Calgary in a conundrum over unused expanses of office space

Calgary in a conundrum over unused expanses of office space

Calgary in a conundrum over unused expanses of office space

While Calgary has weathered the worst effects of the recent recession and is finally back on the wat up, the city continues to contend with a large supply of empty offices and severe unemployment.

“Although we have had strong GDP growth last year, and modest GDP growth predicted for the next couple of years, we still have some big economic issues,” Calgary Economic Development president and CEO Mary Moran told CBC News.

“We still have 13 million square-feet of office space available, and we still have the highest unemployment in the country.”

Moran noted that not even the resurgent energy sector can help maximize this unused space, instead suggesting that Calgary take notes from Toronto and strongly encourage innovation firms to set up shop.

“[Energy companies] are operating at a much more efficient and effective rate so they are not going to add people and absorb office space like they have in the past. They are going to be cautious. We don't see them as the big job creators that they have been in the past,” Moran explained.

“We have a favourable immigration policy so we can continue to attract really smart people from around the world,” the executive added. “We need to make sure we have an educational and post-secondary pipeline that is wider than it's historically been in producing people with those skill sets, particularly around software engineers, data scientists, coders and programmers.”

Read more: Alberta’s recovery will owe a lot to the commercial segment – observers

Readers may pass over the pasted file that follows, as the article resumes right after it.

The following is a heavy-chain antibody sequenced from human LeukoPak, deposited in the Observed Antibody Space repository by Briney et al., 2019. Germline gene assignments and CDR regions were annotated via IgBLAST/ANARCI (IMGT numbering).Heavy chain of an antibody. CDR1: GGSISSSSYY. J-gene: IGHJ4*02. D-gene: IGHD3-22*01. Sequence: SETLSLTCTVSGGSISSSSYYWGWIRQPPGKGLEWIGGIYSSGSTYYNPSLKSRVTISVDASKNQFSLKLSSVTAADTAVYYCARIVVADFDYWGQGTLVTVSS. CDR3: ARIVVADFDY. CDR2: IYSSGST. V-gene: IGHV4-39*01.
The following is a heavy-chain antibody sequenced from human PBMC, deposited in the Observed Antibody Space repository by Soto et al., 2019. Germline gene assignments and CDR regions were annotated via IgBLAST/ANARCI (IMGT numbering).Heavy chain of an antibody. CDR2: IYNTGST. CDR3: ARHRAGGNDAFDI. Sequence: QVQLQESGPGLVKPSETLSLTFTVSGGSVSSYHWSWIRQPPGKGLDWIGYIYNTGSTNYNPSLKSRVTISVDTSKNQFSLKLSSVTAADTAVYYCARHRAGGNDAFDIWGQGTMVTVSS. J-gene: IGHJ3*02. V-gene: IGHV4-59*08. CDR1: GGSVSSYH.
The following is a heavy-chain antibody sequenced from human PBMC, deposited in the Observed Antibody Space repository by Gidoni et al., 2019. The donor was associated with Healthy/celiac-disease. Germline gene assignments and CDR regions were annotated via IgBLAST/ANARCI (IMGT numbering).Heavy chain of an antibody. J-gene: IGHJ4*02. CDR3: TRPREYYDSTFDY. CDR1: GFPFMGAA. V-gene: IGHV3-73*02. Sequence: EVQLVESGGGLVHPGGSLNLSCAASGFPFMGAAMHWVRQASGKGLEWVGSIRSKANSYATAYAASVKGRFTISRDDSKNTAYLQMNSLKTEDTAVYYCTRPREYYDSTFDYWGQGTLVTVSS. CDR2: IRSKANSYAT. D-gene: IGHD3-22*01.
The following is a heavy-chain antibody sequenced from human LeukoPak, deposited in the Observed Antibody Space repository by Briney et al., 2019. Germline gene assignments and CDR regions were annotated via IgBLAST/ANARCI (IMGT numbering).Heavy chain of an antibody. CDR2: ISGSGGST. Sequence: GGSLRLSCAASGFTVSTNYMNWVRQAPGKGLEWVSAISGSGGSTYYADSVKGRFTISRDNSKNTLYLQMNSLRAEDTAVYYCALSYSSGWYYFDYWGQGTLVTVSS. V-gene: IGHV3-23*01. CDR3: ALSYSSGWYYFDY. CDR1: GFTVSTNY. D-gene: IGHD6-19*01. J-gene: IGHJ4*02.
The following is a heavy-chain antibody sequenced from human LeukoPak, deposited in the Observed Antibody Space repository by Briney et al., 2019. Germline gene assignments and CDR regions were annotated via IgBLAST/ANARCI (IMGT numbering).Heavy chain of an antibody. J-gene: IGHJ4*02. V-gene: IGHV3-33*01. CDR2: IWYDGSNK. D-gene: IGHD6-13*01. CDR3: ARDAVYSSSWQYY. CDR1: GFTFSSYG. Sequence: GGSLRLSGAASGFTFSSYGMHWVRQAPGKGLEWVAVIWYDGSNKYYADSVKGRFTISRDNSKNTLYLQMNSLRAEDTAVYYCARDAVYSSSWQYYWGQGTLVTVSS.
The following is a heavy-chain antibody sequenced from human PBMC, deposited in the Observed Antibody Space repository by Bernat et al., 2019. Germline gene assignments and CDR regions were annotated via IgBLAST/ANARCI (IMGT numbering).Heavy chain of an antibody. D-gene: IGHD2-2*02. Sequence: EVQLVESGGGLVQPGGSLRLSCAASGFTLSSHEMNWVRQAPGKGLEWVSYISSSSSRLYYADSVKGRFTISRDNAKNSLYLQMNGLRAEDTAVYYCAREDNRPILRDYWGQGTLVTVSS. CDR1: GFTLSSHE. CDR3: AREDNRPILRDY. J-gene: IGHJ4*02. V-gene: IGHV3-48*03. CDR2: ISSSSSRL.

Institutions like the University of Calgary, Bow Valley College, and SAIT have already taken concrete steps to help energy sector professionals make the most out of these coming changes.

“The height of the next economic wave for Calgary is going to be dependent on how our industrial sectors embrace those technologies. It’s about building on our economy, embracing technologies and getting corporates and start-ups working more closely together to solve these problems.”

“We have a highly educated population that is tech-focused around the industrial sectors,” Moran concluded. “We have a competitive advantage. We have head offices, we know the industrial sectors, we have a whole bunch of unlocked capital that can invest in these technologies that will help us be more competitive globally — and we have this great infrastructure in the downtown core, where we have a lot of corporate companies.”

“Now we need to bring start-ups and small and medium enterprise companies into the downtown core so everybody can work together.”

 

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